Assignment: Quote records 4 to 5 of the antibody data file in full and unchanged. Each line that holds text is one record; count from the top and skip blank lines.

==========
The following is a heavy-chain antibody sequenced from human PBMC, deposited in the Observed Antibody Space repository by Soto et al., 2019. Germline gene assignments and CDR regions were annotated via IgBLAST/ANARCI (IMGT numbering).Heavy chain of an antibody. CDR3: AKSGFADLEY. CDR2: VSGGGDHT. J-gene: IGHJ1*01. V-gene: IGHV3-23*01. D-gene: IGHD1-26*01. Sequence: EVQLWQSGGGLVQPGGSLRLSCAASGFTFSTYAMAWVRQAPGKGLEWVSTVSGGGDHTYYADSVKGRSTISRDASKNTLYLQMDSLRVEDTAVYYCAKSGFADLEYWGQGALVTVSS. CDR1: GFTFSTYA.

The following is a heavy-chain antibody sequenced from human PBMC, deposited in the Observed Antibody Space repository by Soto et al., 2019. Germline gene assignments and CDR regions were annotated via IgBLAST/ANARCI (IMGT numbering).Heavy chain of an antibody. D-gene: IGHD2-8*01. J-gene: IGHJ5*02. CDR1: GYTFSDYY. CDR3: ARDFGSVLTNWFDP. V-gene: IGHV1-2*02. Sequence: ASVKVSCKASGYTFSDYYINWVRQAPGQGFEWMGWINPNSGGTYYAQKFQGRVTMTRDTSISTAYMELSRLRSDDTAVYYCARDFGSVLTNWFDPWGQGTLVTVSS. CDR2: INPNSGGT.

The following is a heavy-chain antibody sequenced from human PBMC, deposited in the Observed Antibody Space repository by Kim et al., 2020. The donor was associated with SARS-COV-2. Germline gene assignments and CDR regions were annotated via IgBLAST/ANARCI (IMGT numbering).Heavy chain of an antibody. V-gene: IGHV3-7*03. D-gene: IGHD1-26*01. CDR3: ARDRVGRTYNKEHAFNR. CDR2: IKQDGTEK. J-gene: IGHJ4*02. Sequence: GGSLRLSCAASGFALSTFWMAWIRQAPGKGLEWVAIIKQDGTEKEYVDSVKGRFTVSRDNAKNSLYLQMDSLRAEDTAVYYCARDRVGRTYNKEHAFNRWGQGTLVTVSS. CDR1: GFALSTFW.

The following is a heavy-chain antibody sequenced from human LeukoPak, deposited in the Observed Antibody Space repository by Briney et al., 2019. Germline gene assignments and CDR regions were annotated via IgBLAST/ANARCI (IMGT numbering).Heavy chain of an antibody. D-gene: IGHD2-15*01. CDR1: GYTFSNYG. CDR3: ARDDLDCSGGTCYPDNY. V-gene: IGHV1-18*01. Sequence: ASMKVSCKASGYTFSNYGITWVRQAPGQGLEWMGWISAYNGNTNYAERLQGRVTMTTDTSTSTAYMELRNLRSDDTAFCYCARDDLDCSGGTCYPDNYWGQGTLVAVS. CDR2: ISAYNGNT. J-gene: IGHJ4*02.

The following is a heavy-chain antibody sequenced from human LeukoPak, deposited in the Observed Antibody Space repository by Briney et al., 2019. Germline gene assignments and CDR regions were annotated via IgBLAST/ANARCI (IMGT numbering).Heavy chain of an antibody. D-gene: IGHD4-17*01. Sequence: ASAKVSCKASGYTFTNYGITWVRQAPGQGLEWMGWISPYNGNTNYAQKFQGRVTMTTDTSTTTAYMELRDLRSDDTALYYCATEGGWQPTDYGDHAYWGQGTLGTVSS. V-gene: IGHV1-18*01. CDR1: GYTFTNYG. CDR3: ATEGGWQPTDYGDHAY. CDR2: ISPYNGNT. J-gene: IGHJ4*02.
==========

The following is a heavy-chain antibody sequenced from human LeukoPak, deposited in the Observed Antibody Space repository by Briney et al., 2019. Germline gene assignments and CDR regions were annotated via IgBLAST/ANARCI (IMGT numbering).Heavy chain of an antibody. D-gene: IGHD2-15*01. CDR1: GYTFSNYG. CDR3: ARDDLDCSGGTCYPDNY. V-gene: IGHV1-18*01. Sequence: ASMKVSCKASGYTFSNYGITWVRQAPGQGLEWMGWISAYNGNTNYAERLQGRVTMTTDTSTSTAYMELRNLRSDDTAFCYCARDDLDCSGGTCYPDNYWGQGTLVAVS. CDR2: ISAYNGNT. J-gene: IGHJ4*02.

The following is a heavy-chain antibody sequenced from human LeukoPak, deposited in the Observed Antibody Space repository by Briney et al., 2019. Germline gene assignments and CDR regions were annotated via IgBLAST/ANARCI (IMGT numbering).Heavy chain of an antibody. D-gene: IGHD4-17*01. Sequence: ASAKVSCKASGYTFTNYGITWVRQAPGQGLEWMGWISPYNGNTNYAQKFQGRVTMTTDTSTTTAYMELRDLRSDDTALYYCATEGGWQPTDYGDHAYWGQGTLGTVSS. V-gene: IGHV1-18*01. CDR1: GYTFTNYG. CDR3: ATEGGWQPTDYGDHAY. CDR2: ISPYNGNT. J-gene: IGHJ4*02.